This weekend, enjoy a royal meal along with stories of 'nawabi daawats' in Mumbai

By  Krutika Behrawala | Posted  17-Mar-2017

This weekend, a Lakhnavi-Hyderabadi meal laced with stories of nawabi daawats awaits you at an heiress’ residence in Goregaon

Maliha Khan. Pic courtesy/basahaestate.inMaliha Khan. Pic courtesy/basahaestate.in

Though we're chatting over the telephone, we can imagine the twinkle in Maliha Khan's eyes as the 36-year-old Goregaon resident recalls the royal parties she witnessed as a child at her ancestral palace in Lucknow. The daawats were hosted by her father, Amir Naqi Khan, Rajkumar of Mahmoodabad — Basaha Estate, and a connoisseur of Mughal cuisine.

Maliha Khan’s grandfather Maharajkumar Mahmood Hasan Khan of Mahmoodabad with Indira Gandhi in late 1983.  Pics courtesy/basahaestate.in Maliha Khan's grandfather Maharajkumar Mahmood Hasan Khan of Mahmoodabad with Indira Gandhi in late 1983.
Pic courtesy/basahaestate.in

Every weekend, the Deewan Khana (drawing room) would be buzzing with over 50 guests. These included political heavyweights considering her grandfather, Mahmood Hasan Khan was a Congressman, who contributed to the party's success in UP from the first elections in 1952. While they would relish Lakhnavi Korma, Biryani and Seviyan Ka Muzzafar, a rich and creamy vermicelli and cardamom-laced dessert — all cooked under her father's strict supervision — the guests would also get to try Hyderabadi fare, courtesy Maliha's mother, Kulsum Begum, the niece of Salar Jung III, who is a celebrity chef specialising in Hyderabadi cuisine with the ITC group of hotels, for over 16 years now. This Sunday, Maliha will whip up a medley of Lakhnavi and Hyderabadi fare at her debut lunch pop-up, presented by Indian Food Trail, a platform connecting foodies with home chefs.

Gosht Makhana Kurma. Pic/Satej ShindeGosht Makhana Kurma. Pic/Satej Shinde

A tale of two cities
Titled Nawabi Daawat, the pop-up features over eight dishes, including Seviyan Ka Muzzafar and Gosht Makhana Kurma, where mutton chunks are cooked in Lakhnavi-style gravy and garnished with puffed lotus seeds. "My father is in possession of many royal Lakhnavi recipes passed down via generations and he wouldn't share them with anyone. Even I had to coax him to share a few with me," laughs Maliha, whose tryst with cooking began at the age of eight, when she dished out Crispy Aloos at a house party. "It was a simple dish but the guests loved it. I was so happy to know that at least cooking was in my blood."

Maliha has learnt Hyderabadi recipes from her mother, who began experimenting with the cuisine only after the birth of her three children (Maliha is the middle child). "When she got married, she was not allowed to enter the royal kitchens because cooks would do the job. Later, she began experimenting with dishes for the parties. The Hyderabadi recipes were passed on to her by my maternal grandmother," shares Maliha, a Mass Communications graduate from Delhi, who shifted to Mumbai in 2008, after marrying fashion photographer-cum-DOP Ovais Khan.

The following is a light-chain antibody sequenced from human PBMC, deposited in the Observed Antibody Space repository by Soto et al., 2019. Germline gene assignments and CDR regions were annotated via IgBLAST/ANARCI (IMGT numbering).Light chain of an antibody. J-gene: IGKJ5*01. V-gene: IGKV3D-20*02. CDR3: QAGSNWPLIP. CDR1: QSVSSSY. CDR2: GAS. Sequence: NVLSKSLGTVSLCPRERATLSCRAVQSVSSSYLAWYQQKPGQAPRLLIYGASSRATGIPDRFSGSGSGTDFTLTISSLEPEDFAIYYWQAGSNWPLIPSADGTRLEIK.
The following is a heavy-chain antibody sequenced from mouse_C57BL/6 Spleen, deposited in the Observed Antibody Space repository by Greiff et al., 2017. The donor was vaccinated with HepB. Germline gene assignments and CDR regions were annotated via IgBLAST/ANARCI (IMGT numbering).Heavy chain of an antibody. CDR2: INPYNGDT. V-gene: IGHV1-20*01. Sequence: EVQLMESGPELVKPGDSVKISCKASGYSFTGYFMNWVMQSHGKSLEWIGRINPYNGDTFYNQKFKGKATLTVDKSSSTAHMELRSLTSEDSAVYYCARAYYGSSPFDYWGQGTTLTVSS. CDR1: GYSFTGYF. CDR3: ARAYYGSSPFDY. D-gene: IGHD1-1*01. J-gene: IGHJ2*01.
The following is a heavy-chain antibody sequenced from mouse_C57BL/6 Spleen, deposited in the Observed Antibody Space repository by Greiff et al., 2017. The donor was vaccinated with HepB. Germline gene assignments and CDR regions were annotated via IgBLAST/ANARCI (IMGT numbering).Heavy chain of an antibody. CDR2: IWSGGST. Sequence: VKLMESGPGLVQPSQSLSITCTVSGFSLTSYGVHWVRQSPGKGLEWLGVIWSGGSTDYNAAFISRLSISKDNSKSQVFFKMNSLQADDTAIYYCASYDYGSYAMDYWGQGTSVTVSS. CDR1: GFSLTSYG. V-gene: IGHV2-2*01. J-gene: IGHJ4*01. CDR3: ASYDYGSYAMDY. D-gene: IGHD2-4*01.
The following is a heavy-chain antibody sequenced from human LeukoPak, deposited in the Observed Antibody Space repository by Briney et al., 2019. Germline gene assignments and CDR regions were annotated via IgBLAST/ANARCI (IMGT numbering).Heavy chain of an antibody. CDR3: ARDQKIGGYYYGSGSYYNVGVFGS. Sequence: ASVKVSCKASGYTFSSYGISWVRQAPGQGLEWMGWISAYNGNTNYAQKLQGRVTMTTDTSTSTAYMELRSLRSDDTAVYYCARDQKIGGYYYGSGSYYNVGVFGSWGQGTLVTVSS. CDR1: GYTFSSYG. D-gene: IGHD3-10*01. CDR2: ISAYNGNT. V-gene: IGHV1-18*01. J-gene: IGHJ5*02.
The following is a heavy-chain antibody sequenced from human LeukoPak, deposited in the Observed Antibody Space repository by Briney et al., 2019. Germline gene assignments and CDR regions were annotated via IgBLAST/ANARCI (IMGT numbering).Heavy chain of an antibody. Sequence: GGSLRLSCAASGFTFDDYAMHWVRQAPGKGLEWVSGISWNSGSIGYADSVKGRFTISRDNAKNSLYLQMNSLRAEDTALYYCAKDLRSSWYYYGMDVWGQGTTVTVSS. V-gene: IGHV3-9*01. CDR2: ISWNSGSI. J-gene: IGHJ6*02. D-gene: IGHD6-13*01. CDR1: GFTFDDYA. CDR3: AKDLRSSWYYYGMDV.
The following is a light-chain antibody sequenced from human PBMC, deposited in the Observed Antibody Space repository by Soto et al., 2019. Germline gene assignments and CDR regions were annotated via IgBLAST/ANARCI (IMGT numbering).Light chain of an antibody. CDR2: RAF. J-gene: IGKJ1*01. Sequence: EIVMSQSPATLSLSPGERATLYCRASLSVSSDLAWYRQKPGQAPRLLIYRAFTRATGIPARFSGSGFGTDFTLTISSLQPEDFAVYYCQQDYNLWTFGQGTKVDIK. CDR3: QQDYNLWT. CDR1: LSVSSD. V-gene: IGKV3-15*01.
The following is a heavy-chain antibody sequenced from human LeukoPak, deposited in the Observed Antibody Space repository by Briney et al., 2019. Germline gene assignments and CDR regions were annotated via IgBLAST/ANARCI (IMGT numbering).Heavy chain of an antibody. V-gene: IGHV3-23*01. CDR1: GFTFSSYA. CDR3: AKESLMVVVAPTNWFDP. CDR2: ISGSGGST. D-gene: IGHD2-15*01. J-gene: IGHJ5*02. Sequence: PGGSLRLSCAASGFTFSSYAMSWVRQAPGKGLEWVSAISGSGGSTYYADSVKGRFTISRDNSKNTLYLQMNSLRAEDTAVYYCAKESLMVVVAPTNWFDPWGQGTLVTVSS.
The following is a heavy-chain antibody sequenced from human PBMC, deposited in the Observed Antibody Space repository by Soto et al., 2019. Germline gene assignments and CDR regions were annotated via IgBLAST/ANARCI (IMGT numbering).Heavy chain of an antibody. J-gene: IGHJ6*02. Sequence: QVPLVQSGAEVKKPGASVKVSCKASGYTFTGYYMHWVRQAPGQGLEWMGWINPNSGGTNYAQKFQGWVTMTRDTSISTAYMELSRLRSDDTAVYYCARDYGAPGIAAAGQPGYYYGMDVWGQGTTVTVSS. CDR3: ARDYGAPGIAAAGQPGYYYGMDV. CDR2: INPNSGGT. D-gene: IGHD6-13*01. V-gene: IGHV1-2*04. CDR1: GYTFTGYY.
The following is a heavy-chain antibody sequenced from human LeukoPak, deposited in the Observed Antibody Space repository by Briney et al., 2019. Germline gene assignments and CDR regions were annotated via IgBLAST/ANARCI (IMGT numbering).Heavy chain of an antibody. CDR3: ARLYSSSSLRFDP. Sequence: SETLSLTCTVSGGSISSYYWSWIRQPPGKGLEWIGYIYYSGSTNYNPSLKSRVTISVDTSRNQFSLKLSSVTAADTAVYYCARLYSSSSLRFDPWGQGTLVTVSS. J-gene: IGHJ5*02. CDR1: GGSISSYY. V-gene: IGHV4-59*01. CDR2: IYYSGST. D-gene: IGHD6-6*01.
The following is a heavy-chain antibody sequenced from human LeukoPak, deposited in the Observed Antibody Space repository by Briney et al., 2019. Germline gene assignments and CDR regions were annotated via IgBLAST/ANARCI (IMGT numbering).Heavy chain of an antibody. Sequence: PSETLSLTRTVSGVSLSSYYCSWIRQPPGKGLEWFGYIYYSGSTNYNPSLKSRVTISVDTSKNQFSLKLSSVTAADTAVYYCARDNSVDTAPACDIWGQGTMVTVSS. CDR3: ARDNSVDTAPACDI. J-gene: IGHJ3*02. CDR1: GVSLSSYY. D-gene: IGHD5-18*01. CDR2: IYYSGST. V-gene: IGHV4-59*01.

Murgh Mirchi Ka Salan and Murgh Biryani. Pic/Satej ShindeMurgh Mirchi Ka Salan and Murgh Biryani. Pic/Satej Shinde

Picking sides
Having grown up on a mix of Lakhnavi and Hyderabadi fare — her favourites include Hyderabadi Murgh Biryani and Tomato Chicken, a typical recipe from the region featuring equal amounts of both ingredients slow-cooked with ginger and garlic — Maliha can easily spot the differences between the two royal cuisines. "Hyderabadi cuisine features a certain tanginess since the marination is done either using lime or curd. Meanwhile, marination in most Lakhnavi dishes is with raw papaya. They are also spicier and use more of zaffran (saffron), kevda (an extract distilled from the pandanus flower) and dry fruit. A lot of Lakhnavi fare is also slow-cooked on dum because back in the day, most of the dishes would be cooked underground," shares Maliha, adding that her food also has a Baghdadi influence since her paternal family is descendant of Nazr Ullah, the chief Qazi of the Caliph of Baghdad, who came to India as an ambassador in the 12th century.

ON: March 19, 1 pm to 3 pm 
AT: Goregaon (E). 
LOG ON TO: Indian Food Trail on Facebook 
COST: Rs 1,500

Rajkumar Mohd Amir Naqi Khan with his wife Kunwar Rani Kulsum Begum, clicked in 1976 Rajkumar Mohd Amir Naqi Khan with his wife Kunwar Rani Kulsum Begum, clicked in 1976 

What's on the menu?

Murgh Badami Shorba: A fragrant soup with slow-cooked chicken, thickened using almond pieces.

Murgh Pasanda Kebabs: Thin and pounded slices of chicken breast marinated Hyderabadi-style with coriander, mint and green chilli paste, and grilled.

Lauz Kebab: Hyderabadi-style marinated mutton mince, shaped like diamonds and baked.

Gosht Makhana Kurma: Curried mutton chunks cooked in Lakhnavi-style kurma gravy, garnished with fried puffed lotus seeds.

Murgh Mirchi Ka Salan: Chicken cooked in a tangy, nut-based gravy garnished with chillies.

Murgh Biryani: A Hyderabadi-style dum (slow-cooked) biryani featuring chicken pieces marinated overnight

Kaddu Ka Dalcha: Bottle gourd cooked with Bengal gram, whole spices and mutton chaap. “There's no pumpkin in the dish. In Lucknow, even bottle gourd is called kaddu,” shares Maliha.

Seviyan Ka Muzzafar: Roasted vermicelli cooked with nuts and whole milk, flavoured with cardamom.

Khubani Ka Meetha: Apricot cooked in sugar syrup and served with home-made custard.